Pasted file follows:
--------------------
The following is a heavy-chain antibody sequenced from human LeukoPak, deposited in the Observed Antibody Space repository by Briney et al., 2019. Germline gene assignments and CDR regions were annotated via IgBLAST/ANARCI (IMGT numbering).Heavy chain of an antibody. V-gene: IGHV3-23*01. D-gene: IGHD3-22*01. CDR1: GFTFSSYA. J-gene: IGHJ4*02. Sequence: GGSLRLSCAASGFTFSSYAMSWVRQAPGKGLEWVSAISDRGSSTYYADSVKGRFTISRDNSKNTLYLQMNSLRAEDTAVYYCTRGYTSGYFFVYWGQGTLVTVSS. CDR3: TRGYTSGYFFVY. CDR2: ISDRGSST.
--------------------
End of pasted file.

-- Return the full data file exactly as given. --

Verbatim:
The following is a heavy-chain antibody sequenced from human LeukoPak, deposited in the Observed Antibody Space repository by Briney et al., 2019. Germline gene assignments and CDR regions were annotated via IgBLAST/ANARCI (IMGT numbering).Heavy chain of an antibody. V-gene: IGHV3-23*01. D-gene: IGHD3-22*01. CDR1: GFTFSSYA. J-gene: IGHJ4*02. Sequence: GGSLRLSCAASGFTFSSYAMSWVRQAPGKGLEWVSAISDRGSSTYYADSVKGRFTISRDNSKNTLYLQMNSLRAEDTAVYYCTRGYTSGYFFVYWGQGTLVTVSS. CDR3: TRGYTSGYFFVY. CDR2: ISDRGSST.